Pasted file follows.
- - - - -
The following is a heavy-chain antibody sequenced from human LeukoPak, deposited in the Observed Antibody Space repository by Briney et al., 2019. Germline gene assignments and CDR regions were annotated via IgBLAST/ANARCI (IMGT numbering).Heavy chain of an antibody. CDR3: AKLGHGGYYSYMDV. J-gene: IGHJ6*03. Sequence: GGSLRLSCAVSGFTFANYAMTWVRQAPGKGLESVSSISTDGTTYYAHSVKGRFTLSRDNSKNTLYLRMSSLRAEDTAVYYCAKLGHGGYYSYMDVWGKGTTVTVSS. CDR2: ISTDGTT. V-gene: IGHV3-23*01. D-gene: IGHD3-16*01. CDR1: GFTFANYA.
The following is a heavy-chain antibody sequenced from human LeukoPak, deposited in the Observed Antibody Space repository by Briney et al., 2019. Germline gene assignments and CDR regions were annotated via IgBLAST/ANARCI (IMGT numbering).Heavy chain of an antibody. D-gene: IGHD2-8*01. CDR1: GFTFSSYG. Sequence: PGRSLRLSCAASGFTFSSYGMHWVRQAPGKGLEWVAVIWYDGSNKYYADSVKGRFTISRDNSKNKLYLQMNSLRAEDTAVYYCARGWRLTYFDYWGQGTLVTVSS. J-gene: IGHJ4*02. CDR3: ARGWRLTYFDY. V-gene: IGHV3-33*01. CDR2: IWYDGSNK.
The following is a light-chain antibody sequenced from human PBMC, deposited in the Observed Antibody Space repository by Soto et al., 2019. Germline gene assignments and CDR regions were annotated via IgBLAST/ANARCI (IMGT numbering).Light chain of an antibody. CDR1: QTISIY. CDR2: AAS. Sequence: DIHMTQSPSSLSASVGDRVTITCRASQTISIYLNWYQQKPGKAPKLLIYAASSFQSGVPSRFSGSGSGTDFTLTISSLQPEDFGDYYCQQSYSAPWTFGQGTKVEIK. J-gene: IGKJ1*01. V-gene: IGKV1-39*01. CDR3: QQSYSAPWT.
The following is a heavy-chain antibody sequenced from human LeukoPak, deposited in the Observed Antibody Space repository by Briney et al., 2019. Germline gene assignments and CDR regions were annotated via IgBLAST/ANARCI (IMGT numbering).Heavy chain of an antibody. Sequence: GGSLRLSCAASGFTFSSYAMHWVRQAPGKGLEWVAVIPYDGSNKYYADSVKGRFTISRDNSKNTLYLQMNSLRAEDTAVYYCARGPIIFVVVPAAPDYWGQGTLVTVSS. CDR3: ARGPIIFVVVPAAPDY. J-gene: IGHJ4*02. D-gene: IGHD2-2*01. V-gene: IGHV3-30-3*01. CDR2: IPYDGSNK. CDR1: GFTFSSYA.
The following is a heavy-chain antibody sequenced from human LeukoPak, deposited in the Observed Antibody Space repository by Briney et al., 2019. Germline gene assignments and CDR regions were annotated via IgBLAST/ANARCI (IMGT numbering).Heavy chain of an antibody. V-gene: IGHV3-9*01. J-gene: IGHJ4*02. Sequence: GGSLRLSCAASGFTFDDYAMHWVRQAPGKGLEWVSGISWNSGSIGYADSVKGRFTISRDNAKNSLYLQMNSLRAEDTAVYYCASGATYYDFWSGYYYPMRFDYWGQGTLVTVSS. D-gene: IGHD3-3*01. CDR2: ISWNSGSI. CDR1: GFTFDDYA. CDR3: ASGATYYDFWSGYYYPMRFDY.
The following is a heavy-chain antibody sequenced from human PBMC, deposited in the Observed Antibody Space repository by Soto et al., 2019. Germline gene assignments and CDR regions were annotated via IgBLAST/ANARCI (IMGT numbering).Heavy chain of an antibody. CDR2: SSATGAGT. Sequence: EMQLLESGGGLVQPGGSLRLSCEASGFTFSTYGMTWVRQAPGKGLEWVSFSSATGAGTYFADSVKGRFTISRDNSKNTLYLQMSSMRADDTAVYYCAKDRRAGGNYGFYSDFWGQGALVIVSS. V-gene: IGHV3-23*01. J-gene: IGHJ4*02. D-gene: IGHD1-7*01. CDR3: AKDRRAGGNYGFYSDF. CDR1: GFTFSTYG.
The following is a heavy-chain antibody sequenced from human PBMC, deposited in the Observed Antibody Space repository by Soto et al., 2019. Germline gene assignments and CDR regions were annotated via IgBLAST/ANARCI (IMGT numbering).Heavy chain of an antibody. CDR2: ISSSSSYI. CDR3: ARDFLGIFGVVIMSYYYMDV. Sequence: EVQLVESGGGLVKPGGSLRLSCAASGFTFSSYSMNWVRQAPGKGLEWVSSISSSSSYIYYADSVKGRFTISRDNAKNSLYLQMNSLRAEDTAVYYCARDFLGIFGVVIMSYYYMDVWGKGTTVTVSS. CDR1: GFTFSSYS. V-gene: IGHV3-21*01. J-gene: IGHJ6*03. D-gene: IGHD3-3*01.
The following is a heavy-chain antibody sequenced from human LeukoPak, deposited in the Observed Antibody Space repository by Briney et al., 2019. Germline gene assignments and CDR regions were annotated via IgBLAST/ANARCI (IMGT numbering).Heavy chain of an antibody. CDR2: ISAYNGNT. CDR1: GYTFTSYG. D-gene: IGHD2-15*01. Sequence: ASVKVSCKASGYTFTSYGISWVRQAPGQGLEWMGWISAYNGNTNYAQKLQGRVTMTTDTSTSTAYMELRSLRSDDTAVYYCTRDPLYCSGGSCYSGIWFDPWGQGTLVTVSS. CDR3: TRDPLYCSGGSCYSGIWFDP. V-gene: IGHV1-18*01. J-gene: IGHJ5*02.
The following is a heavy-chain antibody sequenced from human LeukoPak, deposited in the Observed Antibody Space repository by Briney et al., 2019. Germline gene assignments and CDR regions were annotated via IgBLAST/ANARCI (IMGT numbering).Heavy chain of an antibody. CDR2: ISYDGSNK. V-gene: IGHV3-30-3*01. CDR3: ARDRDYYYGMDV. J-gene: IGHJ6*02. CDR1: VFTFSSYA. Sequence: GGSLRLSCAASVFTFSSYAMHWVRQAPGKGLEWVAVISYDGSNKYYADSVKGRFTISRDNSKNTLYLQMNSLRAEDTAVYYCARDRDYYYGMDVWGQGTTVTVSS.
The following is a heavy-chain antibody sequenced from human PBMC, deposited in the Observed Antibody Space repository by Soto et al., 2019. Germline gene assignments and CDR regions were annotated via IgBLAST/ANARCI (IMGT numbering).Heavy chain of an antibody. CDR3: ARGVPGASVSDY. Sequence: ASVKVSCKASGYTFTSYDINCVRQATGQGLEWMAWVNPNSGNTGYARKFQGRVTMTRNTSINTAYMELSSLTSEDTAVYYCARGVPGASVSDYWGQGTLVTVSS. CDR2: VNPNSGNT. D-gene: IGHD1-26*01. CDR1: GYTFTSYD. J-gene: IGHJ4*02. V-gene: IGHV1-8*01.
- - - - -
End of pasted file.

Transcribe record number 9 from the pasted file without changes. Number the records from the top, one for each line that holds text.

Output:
The following is a heavy-chain antibody sequenced from human LeukoPak, deposited in the Observed Antibody Space repository by Briney et al., 2019. Germline gene assignments and CDR regions were annotated via IgBLAST/ANARCI (IMGT numbering).Heavy chain of an antibody. CDR2: ISYDGSNK. V-gene: IGHV3-30-3*01. CDR3: ARDRDYYYGMDV. J-gene: IGHJ6*02. CDR1: VFTFSSYA. Sequence: GGSLRLSCAASVFTFSSYAMHWVRQAPGKGLEWVAVISYDGSNKYYADSVKGRFTISRDNSKNTLYLQMNSLRAEDTAVYYCARDRDYYYGMDVWGQGTTVTVSS.